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World Leaders, Celebrities Call for Action on Amazon Wildfires; The Unorthodox Rise of Trump's New White House Press Secretary; Shake- Up at NRA, Several Lawyers Out; Trump & Democratic Senator Confirm Talks Underway on Gun Action. Aired 1:30-2p ET

Aired August 23, 2019 - 13:30   ET



[13:33:38] BRIANNA KEILAR, CNN HOST: Many world leaders are vowing to address the devastating Amazon wildfires while they are at the G-7 summit in France.

And in the meantime, celebrities, like Madonna, Leonardo DiCaprio, are calling on Brazil's president to do more about these fires that are raging in the Amazon Rainforest.

CNN's Shasta Darlington is live for us in Sao Paulo.

Tell us, because this is so important and we've seen some pretty interesting responses from him, how Brazil's president is now responding?

SHASTA DARLINGTON, CNN REPORTER: Well, initially, he was furious. Jair Bolsonaro, the president, was extremely angry, especially when French President Emmanuel Macron tweeted, "Our house is burning. We need to talk about the Amazon fires at the G-7 summit."

Bolsonaro said, "Brazil doesn't even sit at the G-7 summit. This is a colonial mindset."

And it plays into his narrative that foreign governments and foreign companies are using climate change as an excuse to get their hands on the Amazon.

But at the same time, we saw him taking this a lot more seriously, admitting that it might not go the NGOs, as he said without evidence. He said the NGOs were lighting the fires to make him look bad. Now he's admitting it might be ranchers.

And he called an emergency meeting of ministers last night, asking them and urging them to do everything they can to rein the fires in and even discussing sending the army in to help put out the fires.

[13:35:05] Two of Brazil's states that sit right on the Amazon have declared a state of emergency.

And this is a huge area. I think everyone is admitting they could use the help, whether it's from the army or other possible sources. It's just too big an area to cover -- Brianna? KEILAR: It certainly it.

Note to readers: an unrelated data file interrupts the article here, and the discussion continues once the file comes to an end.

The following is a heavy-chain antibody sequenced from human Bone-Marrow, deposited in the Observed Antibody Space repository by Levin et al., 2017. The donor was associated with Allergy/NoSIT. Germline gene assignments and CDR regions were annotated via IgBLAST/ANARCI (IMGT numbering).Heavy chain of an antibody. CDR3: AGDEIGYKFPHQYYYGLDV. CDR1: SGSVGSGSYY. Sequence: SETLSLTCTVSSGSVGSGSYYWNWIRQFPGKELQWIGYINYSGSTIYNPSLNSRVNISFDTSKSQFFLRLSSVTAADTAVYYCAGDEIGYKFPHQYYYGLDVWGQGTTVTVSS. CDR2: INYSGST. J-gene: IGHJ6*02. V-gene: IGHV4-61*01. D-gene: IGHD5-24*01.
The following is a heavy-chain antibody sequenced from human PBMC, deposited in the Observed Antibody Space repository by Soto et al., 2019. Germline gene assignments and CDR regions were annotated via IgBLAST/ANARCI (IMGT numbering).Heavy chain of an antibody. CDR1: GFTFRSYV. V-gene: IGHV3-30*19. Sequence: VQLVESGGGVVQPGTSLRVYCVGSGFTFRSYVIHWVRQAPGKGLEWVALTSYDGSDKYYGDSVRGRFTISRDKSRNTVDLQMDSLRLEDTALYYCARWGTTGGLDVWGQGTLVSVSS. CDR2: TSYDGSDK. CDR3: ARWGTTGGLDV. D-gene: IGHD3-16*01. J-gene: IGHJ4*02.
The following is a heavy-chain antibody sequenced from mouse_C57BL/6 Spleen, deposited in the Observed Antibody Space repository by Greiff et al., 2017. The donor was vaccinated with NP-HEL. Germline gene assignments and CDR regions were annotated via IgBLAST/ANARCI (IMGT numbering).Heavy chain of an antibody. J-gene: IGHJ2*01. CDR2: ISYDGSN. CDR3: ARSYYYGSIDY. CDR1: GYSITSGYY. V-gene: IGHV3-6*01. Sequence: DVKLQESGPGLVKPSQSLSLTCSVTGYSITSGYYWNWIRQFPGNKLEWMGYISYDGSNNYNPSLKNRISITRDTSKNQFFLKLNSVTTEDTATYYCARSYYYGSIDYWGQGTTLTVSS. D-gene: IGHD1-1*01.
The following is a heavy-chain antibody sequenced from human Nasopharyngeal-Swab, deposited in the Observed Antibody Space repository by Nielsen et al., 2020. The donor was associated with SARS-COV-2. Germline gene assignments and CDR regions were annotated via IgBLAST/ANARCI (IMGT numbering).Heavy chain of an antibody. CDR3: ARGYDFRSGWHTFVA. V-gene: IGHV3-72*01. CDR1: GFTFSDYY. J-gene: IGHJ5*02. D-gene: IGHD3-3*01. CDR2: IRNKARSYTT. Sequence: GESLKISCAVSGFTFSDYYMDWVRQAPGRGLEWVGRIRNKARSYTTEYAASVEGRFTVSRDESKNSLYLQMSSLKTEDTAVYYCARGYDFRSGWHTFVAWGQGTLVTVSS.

Shasta Darlington, thank you so much.

We will continue to cover this important story.

And just in, more upheaval at the NRA as the group fires more people.

Plus, one Democratic 2020 candidate drops out of the race while another struggles to hold onto supporters.


[13:40:13] KEILAR: It's been 165 days since we've had a White House press briefing, but who's counting, and 40 days since President Trump's newest press secretary, Stephanie Grisham, got the job. Previously dubbed "The Enforcer," Grisham replaced Sarah Sanders earlier this year.

And although she's been working mostly behind the scenes, sources say she's still trying to figure out how to play catch-up to all of Trump's spontaneous tweets.

Kate Bennett is here with me now.

OK, how -- going into this job has to be an adjustment for anyone, even if they have worked in the White House and have seen day in and day out how this goes. How is she handling it?

KATE BENNETT, CNN WHITE HOUSE REPORTER: I mean, I think she's doing OK. She's going from -- mind you, she still has the job of communications director for the first lady and she's also communications director for the White House, in addition to being press secretary. So it's a lot. It's managing a staff of about six to about 40 people.

Also, you have a president who's all but blown up the role of press secretary as we have known it before by making statements, doing Q- and-A when they're unexpected, tweeting, so it's a lot of reaction and not preparing ahead of time. I think that alone has got to be quite a challenge.

KEILAR: She doesn't brief the press, which is carrying on with the tradition from Sarah Sanders at the end of her tenure. Will she ever, do you think?

BENNETT: There was word that she was preparing to do briefings and studying up and practicing. And the president was working towards her doing that. But now it seems like that idea has been pulled back a bit.

She said -- she told CNN that she feels like, with most things with this presidency, it's nontraditional. There's other ways that people are getting their information from the president.

But you know, this is a chance, an opportunity at White House press briefings for the media to really ask those important, specific questions, and do so in an orderly way, not with the chopper whirring in the background --